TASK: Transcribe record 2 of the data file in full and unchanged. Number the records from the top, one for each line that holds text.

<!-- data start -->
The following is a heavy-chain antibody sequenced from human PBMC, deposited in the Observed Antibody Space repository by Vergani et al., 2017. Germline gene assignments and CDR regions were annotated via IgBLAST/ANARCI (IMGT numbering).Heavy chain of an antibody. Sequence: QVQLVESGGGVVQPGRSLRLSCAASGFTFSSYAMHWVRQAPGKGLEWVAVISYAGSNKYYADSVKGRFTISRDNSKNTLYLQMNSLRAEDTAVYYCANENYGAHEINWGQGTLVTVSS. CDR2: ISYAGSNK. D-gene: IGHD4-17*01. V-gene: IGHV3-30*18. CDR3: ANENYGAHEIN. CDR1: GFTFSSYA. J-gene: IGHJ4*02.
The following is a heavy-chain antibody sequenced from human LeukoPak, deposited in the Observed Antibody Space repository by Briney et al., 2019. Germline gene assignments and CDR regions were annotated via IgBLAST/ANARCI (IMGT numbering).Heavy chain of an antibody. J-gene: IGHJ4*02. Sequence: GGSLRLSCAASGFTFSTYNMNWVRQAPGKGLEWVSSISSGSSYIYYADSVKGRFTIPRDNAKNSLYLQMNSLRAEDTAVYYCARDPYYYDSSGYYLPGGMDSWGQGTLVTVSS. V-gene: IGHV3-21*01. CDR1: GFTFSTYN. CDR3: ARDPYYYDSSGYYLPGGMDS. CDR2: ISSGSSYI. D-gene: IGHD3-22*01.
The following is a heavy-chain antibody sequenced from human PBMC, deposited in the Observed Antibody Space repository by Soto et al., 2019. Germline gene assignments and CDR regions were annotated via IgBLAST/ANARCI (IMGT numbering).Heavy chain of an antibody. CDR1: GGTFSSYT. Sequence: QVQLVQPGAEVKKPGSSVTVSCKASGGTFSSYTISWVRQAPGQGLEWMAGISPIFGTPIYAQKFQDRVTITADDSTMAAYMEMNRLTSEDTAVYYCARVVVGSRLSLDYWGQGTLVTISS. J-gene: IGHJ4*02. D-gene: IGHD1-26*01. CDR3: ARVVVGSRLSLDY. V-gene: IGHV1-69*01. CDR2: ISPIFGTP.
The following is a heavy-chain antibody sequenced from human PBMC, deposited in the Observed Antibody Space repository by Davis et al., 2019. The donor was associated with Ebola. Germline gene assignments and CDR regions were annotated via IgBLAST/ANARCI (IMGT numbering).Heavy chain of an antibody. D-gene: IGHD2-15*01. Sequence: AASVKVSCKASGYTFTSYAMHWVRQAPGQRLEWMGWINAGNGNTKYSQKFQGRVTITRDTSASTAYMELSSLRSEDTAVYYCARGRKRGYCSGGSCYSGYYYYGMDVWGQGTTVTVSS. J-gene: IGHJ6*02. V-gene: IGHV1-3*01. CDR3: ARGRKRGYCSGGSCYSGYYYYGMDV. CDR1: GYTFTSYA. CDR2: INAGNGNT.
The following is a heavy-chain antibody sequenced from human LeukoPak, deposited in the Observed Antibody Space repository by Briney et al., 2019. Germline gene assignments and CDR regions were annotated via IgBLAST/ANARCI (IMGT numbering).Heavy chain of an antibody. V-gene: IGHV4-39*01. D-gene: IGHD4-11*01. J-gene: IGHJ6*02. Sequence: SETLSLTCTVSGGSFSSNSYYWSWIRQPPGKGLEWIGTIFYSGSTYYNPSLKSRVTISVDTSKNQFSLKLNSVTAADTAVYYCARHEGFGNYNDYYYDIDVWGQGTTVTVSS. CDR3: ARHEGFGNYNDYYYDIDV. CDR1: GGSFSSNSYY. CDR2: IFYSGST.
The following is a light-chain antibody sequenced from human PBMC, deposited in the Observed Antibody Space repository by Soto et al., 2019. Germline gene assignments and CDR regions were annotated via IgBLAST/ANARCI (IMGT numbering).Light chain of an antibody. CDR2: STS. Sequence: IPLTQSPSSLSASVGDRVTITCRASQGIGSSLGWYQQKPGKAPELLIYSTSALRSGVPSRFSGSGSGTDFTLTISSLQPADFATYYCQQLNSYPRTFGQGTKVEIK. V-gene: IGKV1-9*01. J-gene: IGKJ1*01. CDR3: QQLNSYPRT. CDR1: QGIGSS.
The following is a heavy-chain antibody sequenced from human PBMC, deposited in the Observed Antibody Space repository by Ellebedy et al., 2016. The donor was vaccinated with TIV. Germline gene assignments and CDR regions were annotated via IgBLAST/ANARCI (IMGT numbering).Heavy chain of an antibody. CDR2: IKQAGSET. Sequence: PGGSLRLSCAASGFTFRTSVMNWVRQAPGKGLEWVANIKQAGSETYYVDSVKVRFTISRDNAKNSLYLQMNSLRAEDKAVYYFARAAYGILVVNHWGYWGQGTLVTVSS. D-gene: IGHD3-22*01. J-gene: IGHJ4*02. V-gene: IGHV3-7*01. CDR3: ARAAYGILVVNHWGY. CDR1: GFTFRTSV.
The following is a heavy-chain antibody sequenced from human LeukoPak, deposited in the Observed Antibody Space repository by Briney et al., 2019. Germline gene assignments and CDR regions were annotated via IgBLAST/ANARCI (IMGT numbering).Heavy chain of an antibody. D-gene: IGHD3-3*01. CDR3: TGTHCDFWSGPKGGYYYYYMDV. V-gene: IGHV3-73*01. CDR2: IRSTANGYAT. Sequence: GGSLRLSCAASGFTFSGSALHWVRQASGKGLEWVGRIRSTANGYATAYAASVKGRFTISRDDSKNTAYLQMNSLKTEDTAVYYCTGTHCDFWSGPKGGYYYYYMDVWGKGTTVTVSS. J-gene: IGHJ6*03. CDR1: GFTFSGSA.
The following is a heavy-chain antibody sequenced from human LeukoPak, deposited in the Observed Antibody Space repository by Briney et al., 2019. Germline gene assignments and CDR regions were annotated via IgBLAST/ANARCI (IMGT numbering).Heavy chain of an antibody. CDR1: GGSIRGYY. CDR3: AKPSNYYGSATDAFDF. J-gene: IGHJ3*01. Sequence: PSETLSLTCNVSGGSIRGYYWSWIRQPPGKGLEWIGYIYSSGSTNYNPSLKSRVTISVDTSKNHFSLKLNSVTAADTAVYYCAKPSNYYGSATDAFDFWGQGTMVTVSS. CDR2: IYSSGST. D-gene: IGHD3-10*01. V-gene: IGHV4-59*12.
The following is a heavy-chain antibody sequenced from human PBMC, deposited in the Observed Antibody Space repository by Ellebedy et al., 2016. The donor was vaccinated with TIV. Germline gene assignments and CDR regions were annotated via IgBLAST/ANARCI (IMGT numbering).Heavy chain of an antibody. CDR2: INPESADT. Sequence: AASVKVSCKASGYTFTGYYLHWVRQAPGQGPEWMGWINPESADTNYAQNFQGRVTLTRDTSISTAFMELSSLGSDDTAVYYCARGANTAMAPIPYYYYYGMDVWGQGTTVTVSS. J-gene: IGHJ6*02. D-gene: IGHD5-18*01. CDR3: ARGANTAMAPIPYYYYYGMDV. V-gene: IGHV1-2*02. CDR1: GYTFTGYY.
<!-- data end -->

The following is a heavy-chain antibody sequenced from human LeukoPak, deposited in the Observed Antibody Space repository by Briney et al., 2019. Germline gene assignments and CDR regions were annotated via IgBLAST/ANARCI (IMGT numbering).Heavy chain of an antibody. J-gene: IGHJ4*02. Sequence: GGSLRLSCAASGFTFSTYNMNWVRQAPGKGLEWVSSISSGSSYIYYADSVKGRFTIPRDNAKNSLYLQMNSLRAEDTAVYYCARDPYYYDSSGYYLPGGMDSWGQGTLVTVSS. V-gene: IGHV3-21*01. CDR1: GFTFSTYN. CDR3: ARDPYYYDSSGYYLPGGMDS. CDR2: ISSGSSYI. D-gene: IGHD3-22*01.